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-Garvey, Marcus Mosiah was born August 17 1887 in St. Ann’s Bay Jamaica to Marcus Mosiah Garvey Sr., a mason and Sarah Jane Richards, a domestic worker and farmer.  He begins an apprenticeship at his godfathers printing company in 1900 and ends all formal education in 1903 after completing the sixth grade.  From 1910 to 1912, Garvey travels extensively in Central America, editing a daily newspaper in Port Limon Costa Rica and a tri-weekly paper in Colon Panama.  In 1912, Garvey moves to London to attend Birkbeck College. During his time there, Garvey travels to numerous countries throughout Europe. After returning to Jamaica in 1914, Garvey co-founds the Universal Negro Improvement Association (UNIA) and the African Communities League with Amy Ashwood.  Their motto becomes: “One God! One Aim! One Destiny!” and “Africa for Africans Home and Abroad!” Later that year, Garvey writes to Booker T. Washington for support for his movement.  Washington invites Garvey to visit Tuskegee, but passes away before they are able to meet.  Garvey arrives in the United States in 1916, settling in Harlem.  He gains a following for his movement by speaking nightly on the street corner.  In a [[http://credo.library.umass.edu/view/full/mums312-b009-i168|letter]] dated April 25, 1916, Garvey requests that W. E. B. Du Bois chair his first lecture in the United States.  A [[http://credo.library.umass.edu/view/full/mums312-b009-i167|reply]] was sent four days later stating the Du Bois would be out of town.  Garvey gave his first public lecture in May 1916, which ends with him falling off the stage!  Despite this embarrassment, Garvey perseveres, giving speaking tours across the country throughout the summer.+====== Garvey, Marcus Mosiah ====== 
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 +Marcus Mosiah Garvey was born August 17 1887 in St. Ann’s Bay Jamaica to Marcus Mosiah Garvey Sr., a mason and Sarah Jane Richards, a domestic worker and farmer.  He begins an apprenticeship at his godfathers printing company in 1900 and ends all formal education in 1903 after completing the sixth grade.  From 1910 to 1912, Garvey travels extensively in Central America, editing a daily newspaper in Port Limon Costa Rica and a tri-weekly paper in Colon Panama.  In 1912, Garvey moves to London to attend Birkbeck College. During his time there, Garvey travels to numerous countries throughout Europe. After returning to Jamaica in 1914, Garvey co-founds the Universal Negro Improvement Association (UNIA) and the African Communities League with Amy Ashwood.  Their motto becomes: “One God! One Aim! One Destiny!” and “Africa for Africans Home and Abroad!” Later that year, Garvey writes to Booker T. Washington for support for his movement.  Washington invites Garvey to visit Tuskegee, but passes away before they are able to meet.  Garvey arrives in the United States in 1916, settling in Harlem.  He gains a following for his movement by speaking nightly on the street corner.  In a [[http://credo.library.umass.edu/view/full/mums312-b009-i168|letter]] dated April 25, 1916, Garvey requests that W. E. B. Du Bois chair his first lecture in the United States.  A [[http://credo.library.umass.edu/view/full/mums312-b009-i167|reply]] was sent four days later stating the Du Bois would be out of town.  Garvey gave his first public lecture in May 1916, which ends with him falling off the stage!  Despite this embarrassment, Garvey perseveres, giving speaking tours across the country throughout the summer.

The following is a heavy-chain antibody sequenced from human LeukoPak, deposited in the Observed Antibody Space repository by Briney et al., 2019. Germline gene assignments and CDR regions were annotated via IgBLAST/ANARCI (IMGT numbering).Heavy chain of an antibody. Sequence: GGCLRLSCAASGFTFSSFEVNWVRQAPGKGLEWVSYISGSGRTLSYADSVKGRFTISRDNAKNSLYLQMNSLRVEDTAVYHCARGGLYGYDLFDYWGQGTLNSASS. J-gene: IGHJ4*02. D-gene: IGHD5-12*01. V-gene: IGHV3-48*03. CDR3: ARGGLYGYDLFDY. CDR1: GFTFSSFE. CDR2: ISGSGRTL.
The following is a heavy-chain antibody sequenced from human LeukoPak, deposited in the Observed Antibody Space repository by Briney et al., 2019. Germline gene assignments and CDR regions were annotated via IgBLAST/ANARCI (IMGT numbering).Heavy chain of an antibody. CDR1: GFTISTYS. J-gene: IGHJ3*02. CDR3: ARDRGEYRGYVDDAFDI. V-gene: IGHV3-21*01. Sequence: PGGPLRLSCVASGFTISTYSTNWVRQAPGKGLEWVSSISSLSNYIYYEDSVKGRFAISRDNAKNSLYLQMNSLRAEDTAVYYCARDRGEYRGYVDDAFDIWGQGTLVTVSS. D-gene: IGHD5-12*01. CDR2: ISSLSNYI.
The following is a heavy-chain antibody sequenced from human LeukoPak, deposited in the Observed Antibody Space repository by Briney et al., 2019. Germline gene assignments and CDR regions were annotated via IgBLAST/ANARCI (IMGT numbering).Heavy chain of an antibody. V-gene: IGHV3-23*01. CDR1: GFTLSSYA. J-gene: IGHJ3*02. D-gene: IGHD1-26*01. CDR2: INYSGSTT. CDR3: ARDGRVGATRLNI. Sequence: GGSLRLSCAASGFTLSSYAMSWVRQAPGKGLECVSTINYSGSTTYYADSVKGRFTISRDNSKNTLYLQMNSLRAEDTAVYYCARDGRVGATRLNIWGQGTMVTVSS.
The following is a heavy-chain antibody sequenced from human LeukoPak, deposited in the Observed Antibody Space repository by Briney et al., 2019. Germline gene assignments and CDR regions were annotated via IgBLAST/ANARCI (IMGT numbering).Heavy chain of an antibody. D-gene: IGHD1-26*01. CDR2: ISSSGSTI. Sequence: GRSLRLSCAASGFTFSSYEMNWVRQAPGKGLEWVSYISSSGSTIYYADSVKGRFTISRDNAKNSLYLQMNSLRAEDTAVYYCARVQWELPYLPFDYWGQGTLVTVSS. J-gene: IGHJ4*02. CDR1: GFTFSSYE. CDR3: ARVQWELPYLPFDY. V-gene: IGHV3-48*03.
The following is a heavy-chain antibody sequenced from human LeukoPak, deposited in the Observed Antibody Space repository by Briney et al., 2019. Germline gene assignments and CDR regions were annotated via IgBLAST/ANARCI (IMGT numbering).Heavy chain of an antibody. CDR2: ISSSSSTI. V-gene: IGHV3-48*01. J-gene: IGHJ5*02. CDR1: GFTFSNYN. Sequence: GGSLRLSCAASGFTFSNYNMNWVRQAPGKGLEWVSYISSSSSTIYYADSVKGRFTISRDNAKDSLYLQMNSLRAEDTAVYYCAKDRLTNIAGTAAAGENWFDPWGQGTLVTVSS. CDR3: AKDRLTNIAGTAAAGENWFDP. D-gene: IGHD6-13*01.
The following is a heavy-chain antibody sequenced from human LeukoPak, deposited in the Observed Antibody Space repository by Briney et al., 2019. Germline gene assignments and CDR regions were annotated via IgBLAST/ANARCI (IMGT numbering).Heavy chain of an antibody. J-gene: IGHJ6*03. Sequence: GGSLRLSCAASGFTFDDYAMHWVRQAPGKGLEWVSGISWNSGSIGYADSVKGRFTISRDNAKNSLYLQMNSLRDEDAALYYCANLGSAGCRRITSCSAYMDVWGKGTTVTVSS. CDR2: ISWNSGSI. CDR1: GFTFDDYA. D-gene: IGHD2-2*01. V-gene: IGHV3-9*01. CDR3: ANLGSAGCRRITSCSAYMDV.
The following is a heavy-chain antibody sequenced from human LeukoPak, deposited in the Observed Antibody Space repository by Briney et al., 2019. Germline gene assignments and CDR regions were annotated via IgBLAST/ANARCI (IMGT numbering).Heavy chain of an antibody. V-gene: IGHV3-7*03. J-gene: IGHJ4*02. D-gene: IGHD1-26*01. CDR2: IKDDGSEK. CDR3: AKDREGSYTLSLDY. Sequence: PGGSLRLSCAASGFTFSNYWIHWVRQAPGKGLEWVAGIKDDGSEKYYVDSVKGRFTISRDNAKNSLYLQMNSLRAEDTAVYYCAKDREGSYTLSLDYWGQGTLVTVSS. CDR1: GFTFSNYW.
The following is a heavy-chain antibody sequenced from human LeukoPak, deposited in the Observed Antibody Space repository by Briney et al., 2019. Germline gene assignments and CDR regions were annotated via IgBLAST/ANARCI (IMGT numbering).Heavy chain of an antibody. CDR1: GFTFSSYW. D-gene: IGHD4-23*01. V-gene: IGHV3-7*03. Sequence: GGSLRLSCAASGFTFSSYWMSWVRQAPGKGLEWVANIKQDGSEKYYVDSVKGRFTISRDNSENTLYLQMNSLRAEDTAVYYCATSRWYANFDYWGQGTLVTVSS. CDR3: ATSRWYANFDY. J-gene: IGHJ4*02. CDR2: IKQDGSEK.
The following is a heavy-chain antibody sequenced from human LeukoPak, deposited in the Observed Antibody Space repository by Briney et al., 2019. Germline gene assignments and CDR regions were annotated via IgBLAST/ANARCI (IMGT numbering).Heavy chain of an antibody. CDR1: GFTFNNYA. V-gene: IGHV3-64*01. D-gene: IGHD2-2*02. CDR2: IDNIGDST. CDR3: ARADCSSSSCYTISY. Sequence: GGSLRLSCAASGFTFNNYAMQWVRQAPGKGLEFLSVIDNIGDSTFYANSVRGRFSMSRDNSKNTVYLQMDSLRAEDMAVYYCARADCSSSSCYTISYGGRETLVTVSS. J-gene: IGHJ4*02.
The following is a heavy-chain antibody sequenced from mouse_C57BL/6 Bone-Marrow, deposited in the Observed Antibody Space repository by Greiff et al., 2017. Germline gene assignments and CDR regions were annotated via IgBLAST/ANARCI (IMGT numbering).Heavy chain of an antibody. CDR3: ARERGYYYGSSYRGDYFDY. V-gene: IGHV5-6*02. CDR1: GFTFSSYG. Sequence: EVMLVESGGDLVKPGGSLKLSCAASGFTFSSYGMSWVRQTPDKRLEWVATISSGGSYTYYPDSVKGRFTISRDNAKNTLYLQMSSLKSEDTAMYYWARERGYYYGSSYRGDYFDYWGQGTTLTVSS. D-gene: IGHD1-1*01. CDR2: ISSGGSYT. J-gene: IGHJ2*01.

On August 17, 1918, the first issue of the UNIA’s The Negro World is published to promote nationalism and the Back to Africa movement.  Garvey argued in //The Philosophy and Opinions of Marcus Garvey// that “nationhood is the only means by which modern civilization can completely protect itself. Independence of nationality, independence of government, is the means of protecting not only the individual but the group. Nationhood is the highest ideal of all peoples.  The evolutionary scale that weighs nations and races, balances alike for peoples; hence we feel sure that someday the balance will register a change for the Negro” (5).  He also believes in the Divine Apportionment of the World, where each race is given its own country (25). On August 17, 1918, the first issue of the UNIA’s The Negro World is published to promote nationalism and the Back to Africa movement.  Garvey argued in //The Philosophy and Opinions of Marcus Garvey// that “nationhood is the only means by which modern civilization can completely protect itself. Independence of nationality, independence of government, is the means of protecting not only the individual but the group. Nationhood is the highest ideal of all peoples.  The evolutionary scale that weighs nations and races, balances alike for peoples; hence we feel sure that someday the balance will register a change for the Negro” (5).  He also believes in the Divine Apportionment of the World, where each race is given its own country (25).
 
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about/garvey_marcus_mosiah.txt · Last modified: 2012/11/14 13:10 by dkovacs
 
 
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